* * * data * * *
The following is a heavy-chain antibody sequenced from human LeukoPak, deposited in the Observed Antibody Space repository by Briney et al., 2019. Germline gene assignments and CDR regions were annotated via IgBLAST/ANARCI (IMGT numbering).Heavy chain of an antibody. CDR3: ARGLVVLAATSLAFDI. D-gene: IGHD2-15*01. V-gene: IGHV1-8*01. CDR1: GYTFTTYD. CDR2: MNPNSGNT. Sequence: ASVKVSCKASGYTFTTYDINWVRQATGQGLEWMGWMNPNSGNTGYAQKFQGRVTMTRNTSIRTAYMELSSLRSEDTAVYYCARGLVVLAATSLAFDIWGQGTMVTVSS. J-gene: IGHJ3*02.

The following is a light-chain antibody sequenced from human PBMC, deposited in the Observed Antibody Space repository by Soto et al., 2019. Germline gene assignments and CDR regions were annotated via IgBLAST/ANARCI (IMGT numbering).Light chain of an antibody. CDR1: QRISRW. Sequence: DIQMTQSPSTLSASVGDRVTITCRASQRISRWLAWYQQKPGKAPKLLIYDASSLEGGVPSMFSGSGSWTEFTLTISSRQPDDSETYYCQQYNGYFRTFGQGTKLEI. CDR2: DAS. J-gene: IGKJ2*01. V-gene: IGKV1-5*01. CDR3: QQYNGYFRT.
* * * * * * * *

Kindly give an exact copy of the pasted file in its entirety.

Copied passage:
The following is a heavy-chain antibody sequenced from human LeukoPak, deposited in the Observed Antibody Space repository by Briney et al., 2019. Germline gene assignments and CDR regions were annotated via IgBLAST/ANARCI (IMGT numbering).Heavy chain of an antibody. CDR3: ARGLVVLAATSLAFDI. D-gene: IGHD2-15*01. V-gene: IGHV1-8*01. CDR1: GYTFTTYD. CDR2: MNPNSGNT. Sequence: ASVKVSCKASGYTFTTYDINWVRQATGQGLEWMGWMNPNSGNTGYAQKFQGRVTMTRNTSIRTAYMELSSLRSEDTAVYYCARGLVVLAATSLAFDIWGQGTMVTVSS. J-gene: IGHJ3*02.

The following is a light-chain antibody sequenced from human PBMC, deposited in the Observed Antibody Space repository by Soto et al., 2019. Germline gene assignments and CDR regions were annotated via IgBLAST/ANARCI (IMGT numbering).Light chain of an antibody. CDR1: QRISRW. Sequence: DIQMTQSPSTLSASVGDRVTITCRASQRISRWLAWYQQKPGKAPKLLIYDASSLEGGVPSMFSGSGSWTEFTLTISSRQPDDSETYYCQQYNGYFRTFGQGTKLEI. CDR2: DAS. J-gene: IGKJ2*01. V-gene: IGKV1-5*01. CDR3: QQYNGYFRT.